France reclaims toxic ship

Feature story - 27 October, 2003
After being caught illegally exporting ships containing hazardous waste to Turkey, the French military has seized a former french aircraft carrier they had sold for scrapping. This high seas tale exposes again the underhand tactics and cost cutting of some sections of the shipping industry at the expense of the environment and workers' health.

View of ship breaking yard where hazardous materials onboard ships cause pollution and endanger workers.

The French Government has been sending old ships to Turkey for scrapping for years. It costs less to have the ships scrapped in a country where weak laws allow the toxic waste onboard to pollute the environment, and lax safety regulations endanger workers' health. However, last year Turkey banned the import of these toxic ships for scrap from France. Now forced to do what it should have been doing all along - cleaning hazardous materials from ships before sending them for scrapping - the French authorities have discovered that if there is profit to be made, rules soon fall by the wayside.

The aircraft carrier Clemençeau was sold for scrapping to a buyer who first agreed to decontaminate the ship in Spain. To remove the large amounts of toxic wastes such as asbestos and PCB, the buyers declared that they would first take the vessel to the port of Gijon in northern Spain for decontamination. The vessel would then be scrapped in Bilbao, Spain.

The ship left the port of Toulon on 13 October 2003. However, it didn't head for Spain. Instead, the new owners apparently decided to skip the promised clean up, and make a quicker buck by selling the aircraft carrier direct to a Turkish scrap yard.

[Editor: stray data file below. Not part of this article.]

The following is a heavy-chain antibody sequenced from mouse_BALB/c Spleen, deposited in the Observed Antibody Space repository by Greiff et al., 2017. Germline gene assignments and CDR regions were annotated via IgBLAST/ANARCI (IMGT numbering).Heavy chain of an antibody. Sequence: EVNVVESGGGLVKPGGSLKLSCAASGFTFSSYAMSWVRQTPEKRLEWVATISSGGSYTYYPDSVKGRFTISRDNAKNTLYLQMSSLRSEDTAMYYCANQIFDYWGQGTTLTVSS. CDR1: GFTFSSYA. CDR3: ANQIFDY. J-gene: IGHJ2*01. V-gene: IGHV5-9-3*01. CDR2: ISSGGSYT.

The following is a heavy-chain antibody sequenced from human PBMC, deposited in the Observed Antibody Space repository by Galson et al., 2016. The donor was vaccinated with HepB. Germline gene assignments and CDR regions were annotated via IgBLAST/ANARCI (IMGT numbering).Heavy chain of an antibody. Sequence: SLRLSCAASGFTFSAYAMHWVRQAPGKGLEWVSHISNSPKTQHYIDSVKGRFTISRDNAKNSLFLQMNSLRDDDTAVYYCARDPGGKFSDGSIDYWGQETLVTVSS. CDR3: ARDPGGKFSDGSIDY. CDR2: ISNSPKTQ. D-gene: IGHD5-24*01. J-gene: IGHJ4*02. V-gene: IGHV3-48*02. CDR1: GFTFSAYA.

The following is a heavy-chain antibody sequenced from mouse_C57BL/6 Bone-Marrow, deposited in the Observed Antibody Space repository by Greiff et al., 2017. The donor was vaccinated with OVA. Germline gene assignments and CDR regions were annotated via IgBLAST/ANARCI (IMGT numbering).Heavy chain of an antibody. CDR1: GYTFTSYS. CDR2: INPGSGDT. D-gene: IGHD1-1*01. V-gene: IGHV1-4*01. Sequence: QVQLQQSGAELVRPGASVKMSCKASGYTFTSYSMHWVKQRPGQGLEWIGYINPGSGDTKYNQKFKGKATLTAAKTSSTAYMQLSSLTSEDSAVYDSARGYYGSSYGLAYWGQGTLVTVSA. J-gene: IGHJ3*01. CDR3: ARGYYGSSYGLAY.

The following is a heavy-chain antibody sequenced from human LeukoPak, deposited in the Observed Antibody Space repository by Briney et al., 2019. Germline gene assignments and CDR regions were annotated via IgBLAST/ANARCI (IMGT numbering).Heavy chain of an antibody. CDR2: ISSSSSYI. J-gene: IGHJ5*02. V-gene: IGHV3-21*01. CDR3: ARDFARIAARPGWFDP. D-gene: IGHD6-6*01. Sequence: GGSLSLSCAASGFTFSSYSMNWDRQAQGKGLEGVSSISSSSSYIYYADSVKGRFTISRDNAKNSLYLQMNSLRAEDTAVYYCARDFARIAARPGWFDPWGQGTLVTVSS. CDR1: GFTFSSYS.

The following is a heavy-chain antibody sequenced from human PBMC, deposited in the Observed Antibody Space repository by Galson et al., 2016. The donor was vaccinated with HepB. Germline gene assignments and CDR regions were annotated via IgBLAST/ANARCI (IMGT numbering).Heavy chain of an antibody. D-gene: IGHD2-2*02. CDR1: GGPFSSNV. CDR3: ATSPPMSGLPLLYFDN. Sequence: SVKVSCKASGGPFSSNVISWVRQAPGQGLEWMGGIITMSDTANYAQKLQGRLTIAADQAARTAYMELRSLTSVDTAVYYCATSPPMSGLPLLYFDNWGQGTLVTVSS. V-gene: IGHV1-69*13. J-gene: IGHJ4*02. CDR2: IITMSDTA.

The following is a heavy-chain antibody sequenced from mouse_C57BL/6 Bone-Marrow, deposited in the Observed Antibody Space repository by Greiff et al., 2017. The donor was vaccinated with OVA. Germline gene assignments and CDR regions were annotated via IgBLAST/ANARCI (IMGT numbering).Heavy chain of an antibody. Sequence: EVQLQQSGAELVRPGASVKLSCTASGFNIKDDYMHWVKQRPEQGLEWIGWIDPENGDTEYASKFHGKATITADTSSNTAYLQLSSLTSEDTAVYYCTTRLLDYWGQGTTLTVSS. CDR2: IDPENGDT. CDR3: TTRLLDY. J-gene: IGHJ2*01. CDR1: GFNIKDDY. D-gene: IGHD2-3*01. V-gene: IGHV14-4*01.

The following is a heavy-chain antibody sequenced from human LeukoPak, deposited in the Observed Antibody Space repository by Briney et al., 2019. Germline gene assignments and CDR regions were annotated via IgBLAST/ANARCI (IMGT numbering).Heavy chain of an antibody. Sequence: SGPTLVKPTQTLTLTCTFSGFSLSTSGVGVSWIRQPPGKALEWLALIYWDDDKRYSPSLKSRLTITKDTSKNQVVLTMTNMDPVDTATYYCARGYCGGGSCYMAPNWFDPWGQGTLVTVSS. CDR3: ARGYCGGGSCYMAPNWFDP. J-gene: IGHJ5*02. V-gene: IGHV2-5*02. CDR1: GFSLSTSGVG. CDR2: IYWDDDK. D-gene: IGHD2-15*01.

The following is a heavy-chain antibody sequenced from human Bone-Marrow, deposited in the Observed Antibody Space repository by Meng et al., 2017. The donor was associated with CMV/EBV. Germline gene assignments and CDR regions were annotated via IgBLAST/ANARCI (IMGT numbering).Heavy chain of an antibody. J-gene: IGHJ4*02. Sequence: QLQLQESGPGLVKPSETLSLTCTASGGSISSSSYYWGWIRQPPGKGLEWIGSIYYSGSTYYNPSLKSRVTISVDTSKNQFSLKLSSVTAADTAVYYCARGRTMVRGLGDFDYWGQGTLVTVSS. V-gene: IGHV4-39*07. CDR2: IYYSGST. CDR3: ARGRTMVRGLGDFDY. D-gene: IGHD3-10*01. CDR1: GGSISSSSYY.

Not wanting to be exposed to the sort of bad publicity that surrounded a similar case, the "Sea Beirut," the French authorities decided to take action. Because of the lack of the proper clearance for export, the French military boarded the former French military ship off the island of Sicily to halt its progress to Turkey.

Prompt action prevented the new ship owners from getting away with it. But this story is the exception -- not the rule.

"It seems like French authorities have learned from the Sea Beirut case, where Turkish authorities and court confirmed that it is illegal to send toxic ships for scrap to Turkey without being decontaminated first. We appreciate the action taken by the French authorities but the French toxic ship Sea Beirut is still lying at Aliaga shipbreaking yards waiting to be taken back to France. This illegal trade will continue unless the shipping industry is enforced to clean their vessels of hazardous materials before they are exported" said our campaigner in Turkey, Erdem Vadar.

Around 600 ships are being scrapped annually, up to 100 of them in Turkey. More than half come from western European shipping companies. The costs for dismantling toxic ships in Turkey and other developing countries are lower than in western Europe because shipbreaking yards such as Aliaga put no investment into meeting health or environmental regulations.

We are campaigning for international law to prevent rich ship owners from dumping toxic ships on poorer countries. We believe all ships must be cleaned before export for scrapping.

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